Eight consecutive months of internal confrontation within the Spanish Socialist Party (PSOE) – triggered by the resignation on October 1 of its secretary general, Pedro Sánchez – climaxed on Monday with a three-way debate between the candidates who hope to fill the position at a vote this coming Sunday.
On May 21, 187,000 card-holding members will decide whether Susana Díaz, Pedro Sánchez or Patxi López get to lead a deeply divided party whose fracture lines were evidenced at the debate, held at party headquarters in Madrid.
The leading candidate in the race, Susana Díaz, who currently serves as the premier of the populous southern Spanish region of Andalusia – traditionally a PSOE power base – laid the blame for the party’s continuing crisis squarely on Pedro Sánchez, who is hoping to get his old job back and recently surprised political analysts by securing enough party endorsements to become the second strongest contender.
Susana, I hope you will acknowledge that abstaining was the worst of all possible decisions
Díaz, who is focusing on Sánchez as the rival to beat, said that his constant “swerving” on the issues while party secretary was the cause of the PSOE’s back-to-back defeats at two general elections held in Spain: one was held on December 20, 2015, when emerging protest parties Podemos and Ciudadanos gained a congressional presence and the Socialists lost 20 deputies, representing their worst electoral result in Spain’s democratic history. A repeat election was held on June 26, 2016 to try to break the deadlock, and the PSOE fared even worse, losing a further five seats.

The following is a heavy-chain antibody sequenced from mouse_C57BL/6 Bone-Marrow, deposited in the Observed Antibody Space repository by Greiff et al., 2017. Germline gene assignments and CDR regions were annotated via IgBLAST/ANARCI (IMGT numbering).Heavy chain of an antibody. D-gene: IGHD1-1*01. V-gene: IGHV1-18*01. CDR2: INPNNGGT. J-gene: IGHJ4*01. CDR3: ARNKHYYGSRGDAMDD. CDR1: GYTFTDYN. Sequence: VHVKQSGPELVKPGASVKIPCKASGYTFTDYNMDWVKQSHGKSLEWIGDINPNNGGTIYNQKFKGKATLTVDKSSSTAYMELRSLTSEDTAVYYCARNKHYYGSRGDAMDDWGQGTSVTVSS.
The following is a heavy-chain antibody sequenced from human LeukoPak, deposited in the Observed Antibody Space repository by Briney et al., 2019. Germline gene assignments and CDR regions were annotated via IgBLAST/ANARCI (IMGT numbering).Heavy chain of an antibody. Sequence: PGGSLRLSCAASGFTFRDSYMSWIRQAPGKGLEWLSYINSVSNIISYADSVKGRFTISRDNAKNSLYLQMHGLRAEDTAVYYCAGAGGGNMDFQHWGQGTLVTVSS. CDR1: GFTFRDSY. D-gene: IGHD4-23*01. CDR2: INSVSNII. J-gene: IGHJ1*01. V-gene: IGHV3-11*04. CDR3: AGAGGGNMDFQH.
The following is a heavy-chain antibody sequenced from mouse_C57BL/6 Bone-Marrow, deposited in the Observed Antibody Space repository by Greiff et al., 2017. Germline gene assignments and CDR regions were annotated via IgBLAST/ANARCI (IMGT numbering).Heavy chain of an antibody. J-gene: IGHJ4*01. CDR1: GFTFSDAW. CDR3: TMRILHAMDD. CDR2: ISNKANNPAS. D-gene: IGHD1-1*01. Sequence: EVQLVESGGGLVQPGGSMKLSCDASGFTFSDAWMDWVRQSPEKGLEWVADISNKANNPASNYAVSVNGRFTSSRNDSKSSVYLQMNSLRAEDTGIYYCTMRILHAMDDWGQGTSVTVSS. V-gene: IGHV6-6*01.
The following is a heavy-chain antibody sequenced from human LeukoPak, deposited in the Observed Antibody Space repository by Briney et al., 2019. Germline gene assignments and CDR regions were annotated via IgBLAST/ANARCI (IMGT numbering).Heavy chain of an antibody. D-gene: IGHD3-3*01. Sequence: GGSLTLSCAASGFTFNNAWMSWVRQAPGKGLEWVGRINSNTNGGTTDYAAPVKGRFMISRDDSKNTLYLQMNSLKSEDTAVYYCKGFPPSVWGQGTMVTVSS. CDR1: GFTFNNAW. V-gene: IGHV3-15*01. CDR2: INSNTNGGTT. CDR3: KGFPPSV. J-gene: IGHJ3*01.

With Spanish politics in a stalemate and a third election on the horizon, PSOE leaders decided to stop blocking the interim prime minister, Mariano Rajoy of the Popular Party (PP) conservatives, from being reinstated to a new term in office. Sánchez opposed such a move, but his views were overruled and he resigned. The party has been led by a temporary management team ever since.
“Pedro, the problem is you,” said Díaz on Monday, accusing her rival of lacking a clear project. “I don’t think you are pro-Podemos or pro-Ciudadanos: you are pro-Pedro Sánchez and you do whatever is in your own best interest.”
Sánchez, for his part, blamed Díaz for supporting the PSOE’s decision to abstain at Rajoy’s reinstatement vote in Congress, portraying this move as a betrayal that the party grassroots have neither forgiven nor forgotten.
“Susana, I hope you will acknowledge that abstaining was the worst of all possible decisions,” he told her.
Pedro, the problem is you
Besides attacking one another, both nominees also made campaign promises. “If the PSOE, with me at the helm, does not do better at the polls, I will leave; I will not lay the responsibility at anyone else’s feet,” said Díaz. And Sánchez announced that “if I am secretary general, my first measure will be to demand the resignation of Mariano Rajoy.”
The third candidate in the running, former Basque premier and ex-congressional speaker Patxi López, accused both his rivals of helping create a rift within Spain’s socialists, and warned that the PSOE “runs the risk of disappearing” if Sánchez and Díaz keep this up.
English version by Susana Urra.